The list of daily duties for a CMO can seem never-ending. It's as if the CMO position needs to be made up of hundreds or maybe even thousands of people just to accomplish their assigned tasks, such as sales management, product development, distribution channel management, marketing communications (including advertising and promotions), pricing, market research, and customer service.
How can one man or woman to solve all those problems on his or her power alone? The answer: Most CMOs can't.
Why Human-Centered Design Helps CMOs
The average tenure of a CMO is just 45 months, according to a recent study released by executive recruiting firm Spencer Stuart.
Fortunately, for CMOs in need of help, there's an elegant and simplistic process called "human-centered design," which takes all the guesswork out of developing winning results.
Human-centered design is the innovative approach to creating solutions by working in this order:
- Leading with people's wants, needs, and behavior
- Developing a deep understanding of tasks, workflow, culture, environments, and technology
- Ensuring users are involved throughout the design process
In other words, human-centered design puts people first, process second, and technology third.
Whether the CMO is creating a product-specific campaign, building a new website, or completely rebranding the company, the human-centered design approach can be transformative.
The Power of Human-Centered Design
The human-centered design approach isn't Herculean. It's about thinking holistically, understanding your audience and market, becoming your audience and market, and crafting something based on that intimate perspective.
For example, many marketing teams are tasked with re-designing the company website. But is a website really all that's needed by your target audience, both internal and external? Does it truly convey your brand? Does it explain your product(s) simply? Does it integrate with your supportive systems (e.g., CRM, payment gateways, etc.)? And most importantly, does every piece of your outbound (and inbound) communication meet the real-life needs of your customers—and have you asked them?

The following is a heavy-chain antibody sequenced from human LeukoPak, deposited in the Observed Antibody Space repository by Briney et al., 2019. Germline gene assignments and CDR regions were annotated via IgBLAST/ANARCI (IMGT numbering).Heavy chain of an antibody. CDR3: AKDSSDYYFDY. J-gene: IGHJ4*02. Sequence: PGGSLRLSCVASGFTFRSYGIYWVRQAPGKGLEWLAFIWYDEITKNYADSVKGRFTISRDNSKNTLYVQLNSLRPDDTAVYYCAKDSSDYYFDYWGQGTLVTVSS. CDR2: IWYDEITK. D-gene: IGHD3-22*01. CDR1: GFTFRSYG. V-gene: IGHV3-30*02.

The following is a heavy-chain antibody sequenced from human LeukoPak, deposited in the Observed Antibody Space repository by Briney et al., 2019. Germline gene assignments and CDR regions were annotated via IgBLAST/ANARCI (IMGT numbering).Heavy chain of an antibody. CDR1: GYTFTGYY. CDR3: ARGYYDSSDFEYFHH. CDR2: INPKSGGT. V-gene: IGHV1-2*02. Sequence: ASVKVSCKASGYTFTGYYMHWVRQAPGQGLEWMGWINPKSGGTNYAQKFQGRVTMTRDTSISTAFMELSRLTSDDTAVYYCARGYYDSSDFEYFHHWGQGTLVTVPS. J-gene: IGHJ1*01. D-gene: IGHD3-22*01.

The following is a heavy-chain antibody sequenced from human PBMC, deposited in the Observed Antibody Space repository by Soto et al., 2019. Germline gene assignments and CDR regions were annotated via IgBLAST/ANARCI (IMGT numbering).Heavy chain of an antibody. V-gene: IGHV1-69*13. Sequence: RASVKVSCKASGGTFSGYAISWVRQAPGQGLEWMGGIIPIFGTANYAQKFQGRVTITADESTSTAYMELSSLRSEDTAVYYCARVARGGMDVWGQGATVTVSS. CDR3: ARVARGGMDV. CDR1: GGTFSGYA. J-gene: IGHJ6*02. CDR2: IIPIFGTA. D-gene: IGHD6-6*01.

Updating or completely redesigning each of these components individually is a huge project but necessary. Human-centered design states that people can't enjoy a successful Web experience without the cohesion of an elegant and mindful layout, easy-to-use integrated system, and overall branding work.
Marketing teams appreciate having everything accomplished upfront, too, as it takes a lot of the guesswork out of future planning. Learning what your audience truly needs—taking the time to gather all the information necessary to build a solution based on the human-centered design approach—is the most important part of the process
Become your own customer. Look at your organization chart, mission statement, and each silo in your business technology system, and then meet and talk with people at all levels of your company.
Learn how they use your company's business technology. Find out how your website users are interacting with the site and what impression it is leaving on them. Use this information to inform the project going forward. You may find you need more than a pretty new interface!
Here are three reasons why I feel every CMO needs to include the human-centered design approach in their day-to-day dealings.
- Customer loyalty comes from a great user experience. CMOs see customer loyalty as their top priority in the digital area, according to an IBM global study of 1,734 CMOs around the world. A winning user experience comes from taking into account the details: Should the shopping cart light up on hover? Is it large enough to spot? Using human-centered design, you're able to develop a user experience that actively engages your consumers and keeps them coming back for more.
- Know the market as CMO. You're supposed to know your company's dedicated market, but that doesn't mean it's easy. In human-centered design, you work backwards. Instead of focusing on the product you're selling and marketing, you focus on the people you're marketing to.
- Remember that happy customers mean a happy company. An engaging user experience crafted from human-centered design principles leads to a happy user base. It follows then that the company itself sees an increase in work positivity, as employees feel good about delivering solutions to clients that are effective and successful. As a good CMO knows, a company is only as good as its employees. If they're not happy, you definitely won't be.
Human-centered design seems like a basic and simple solution to driving profitable success—and that's because it is.
I know from my experience as founder and CEO of Story+Structure, a company built on the concept, that this approach to business technology has not only been a critical key to our success but to the success of our clients as well.
Long live human-centered design, the best friend a CMO could ever have.